Charlie Teo to indemnify former patient over negligence claim

Six weeks later, another MRI showed that the tumor was growing back. Schultz claimed Teo should have referred him for radiation therapy or chemotherapy, which is standard treatment.

Grant Schultz received a confidential payout following the settlement of his medical negligence lawsuit against Charlie Teo.

Grant Schultz received a confidential payout following the settlement of his medical negligence lawsuit against Charlie Teo.

Teo denied telling Schultz to “keep those treatments up his sleeve” as the tumor progressed.

An MRI performed in July 2019 showed the rapid progression of Schultz’s tumor. Although the scans were personally sent to Teo as Schultz’s attending physician, Teo claimed he did not review them, instead delegating the review to his surgical colleague.

Another MRI was performed at the end of February 2020. The tumor had reached its worst stage, a glioblastoma or GBM grade 4.

Jon Weingart, a professor of neurosurgery at Johns Hopkins University in the US, says: “If brain tumors were sharks, the…GBM would be the great white man…because of his almost unstoppable aggression.”

Weingart has explained that the standard treatment for GBM is surgery, followed by daily radiation and oral chemotherapy for six and a half weeks, then six months of oral chemotherapy five days a month.

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Schultz suffered a stroke during Teo’s second surgery in March 2020 and lost the ability to move on one side of his body, as well as visual and cognitive impairment.

In his medical negligence lawsuit against Teo, Schultz said there was a “foreseeable risk” that he would suffer harm and have a shorter life expectancy as a result of Teo’s treatment, including the fact that he did not refer him to an oncologist.

Teo denied having acted negligently. He said his behavior in performing both surgeries and his post-operative interactions with Schultz were “consistent with the behavior of his colleagues.” Teo also claimed through his attorneys that Schultz’s “own negligence resulted in his injuries, losses and damages.”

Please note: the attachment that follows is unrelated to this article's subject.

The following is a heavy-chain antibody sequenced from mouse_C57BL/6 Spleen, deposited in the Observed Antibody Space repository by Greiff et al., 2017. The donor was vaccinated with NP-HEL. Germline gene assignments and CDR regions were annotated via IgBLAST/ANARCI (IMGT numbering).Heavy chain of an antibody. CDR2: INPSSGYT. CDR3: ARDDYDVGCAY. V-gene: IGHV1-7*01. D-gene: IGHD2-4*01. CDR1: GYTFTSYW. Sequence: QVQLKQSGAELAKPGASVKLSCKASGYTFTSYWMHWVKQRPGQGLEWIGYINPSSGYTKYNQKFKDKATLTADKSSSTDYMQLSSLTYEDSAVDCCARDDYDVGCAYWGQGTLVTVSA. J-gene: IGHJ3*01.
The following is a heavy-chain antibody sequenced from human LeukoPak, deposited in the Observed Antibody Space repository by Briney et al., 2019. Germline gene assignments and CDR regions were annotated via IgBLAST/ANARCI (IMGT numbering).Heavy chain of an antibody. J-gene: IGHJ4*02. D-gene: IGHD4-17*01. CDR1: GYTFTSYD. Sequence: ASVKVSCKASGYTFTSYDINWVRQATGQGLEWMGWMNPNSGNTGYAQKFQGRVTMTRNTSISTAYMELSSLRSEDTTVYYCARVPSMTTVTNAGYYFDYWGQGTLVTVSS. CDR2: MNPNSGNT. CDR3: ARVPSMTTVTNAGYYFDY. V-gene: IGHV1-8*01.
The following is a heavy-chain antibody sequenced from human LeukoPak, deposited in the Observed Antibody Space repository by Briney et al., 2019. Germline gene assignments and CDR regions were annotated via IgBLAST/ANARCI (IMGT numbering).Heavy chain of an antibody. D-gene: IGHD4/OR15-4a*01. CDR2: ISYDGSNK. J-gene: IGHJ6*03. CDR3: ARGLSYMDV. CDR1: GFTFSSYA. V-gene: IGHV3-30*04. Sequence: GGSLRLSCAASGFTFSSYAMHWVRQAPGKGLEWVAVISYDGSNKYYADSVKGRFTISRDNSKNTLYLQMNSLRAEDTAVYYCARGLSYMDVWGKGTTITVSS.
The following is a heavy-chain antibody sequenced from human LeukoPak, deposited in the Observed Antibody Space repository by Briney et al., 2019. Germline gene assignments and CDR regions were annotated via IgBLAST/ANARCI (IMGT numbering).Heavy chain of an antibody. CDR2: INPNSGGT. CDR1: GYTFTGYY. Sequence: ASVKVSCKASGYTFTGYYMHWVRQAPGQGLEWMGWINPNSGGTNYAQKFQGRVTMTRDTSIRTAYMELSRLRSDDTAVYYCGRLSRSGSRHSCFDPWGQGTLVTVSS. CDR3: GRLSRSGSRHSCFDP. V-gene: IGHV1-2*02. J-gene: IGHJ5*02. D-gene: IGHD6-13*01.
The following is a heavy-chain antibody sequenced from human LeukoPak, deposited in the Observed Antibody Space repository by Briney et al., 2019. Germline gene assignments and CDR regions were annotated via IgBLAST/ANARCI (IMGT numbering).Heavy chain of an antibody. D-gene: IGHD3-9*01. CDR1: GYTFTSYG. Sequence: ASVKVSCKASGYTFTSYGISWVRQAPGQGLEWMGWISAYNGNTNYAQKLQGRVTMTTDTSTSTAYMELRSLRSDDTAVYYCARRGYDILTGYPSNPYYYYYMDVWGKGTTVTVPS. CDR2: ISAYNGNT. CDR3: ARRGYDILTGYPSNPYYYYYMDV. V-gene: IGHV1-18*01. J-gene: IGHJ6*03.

On August 2, Judge Cavanagh approved the settlement without Teo admitting liability, thus avoiding the seven-day hearing scheduled to begin August 7. Given Schultz’s cognitive impairment and his limited life expectancy, possibly less than a year, the judge said he was satisfied the settlement, the terms of which are confidential, was “a good outcome.”

Meridian Lawyers’ Tom Lyons, who represents Teo and his company, The Center for Minimally Invasive Neurosurgery, declined to comment.

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Shine Lawyers’ Alix Shanahan said the firm was “happy to have reached an expedited settlement on behalf of Grant and Julieann Schultz”. Her customers declined to comment.

In 2019, another patient, Michelle Smith, also received a confidential settlement after suing Teo for professional negligence after operating on the wrong side of her brain.

Last month, Teo was found guilty of unsatisfactory professional conduct in two disastrous surgeries that proved the risks of his futile surgeries far outweighed the potential benefits. It was also found that Teo had misled patients about the risks and failed to obtain informed consent. It was also found that the neurosurgeon had improperly charged a fee of $35,000 before operating on a patient.

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Justin Scaccy

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